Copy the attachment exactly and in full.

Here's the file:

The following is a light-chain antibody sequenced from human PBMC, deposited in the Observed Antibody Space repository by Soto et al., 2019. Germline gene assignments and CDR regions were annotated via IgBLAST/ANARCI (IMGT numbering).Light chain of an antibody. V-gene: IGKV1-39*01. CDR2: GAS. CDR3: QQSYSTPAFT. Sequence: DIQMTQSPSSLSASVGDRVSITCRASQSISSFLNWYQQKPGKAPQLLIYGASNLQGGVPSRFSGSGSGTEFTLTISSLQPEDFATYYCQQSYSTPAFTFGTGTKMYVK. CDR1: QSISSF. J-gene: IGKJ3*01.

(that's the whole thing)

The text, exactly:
The following is a light-chain antibody sequenced from human PBMC, deposited in the Observed Antibody Space repository by Soto et al., 2019. Germline gene assignments and CDR regions were annotated via IgBLAST/ANARCI (IMGT numbering).Light chain of an antibody. V-gene: IGKV1-39*01. CDR2: GAS. CDR3: QQSYSTPAFT. Sequence: DIQMTQSPSSLSASVGDRVSITCRASQSISSFLNWYQQKPGKAPQLLIYGASNLQGGVPSRFSGSGSGTEFTLTISSLQPEDFATYYCQQSYSTPAFTFGTGTKMYVK. CDR1: QSISSF. J-gene: IGKJ3*01.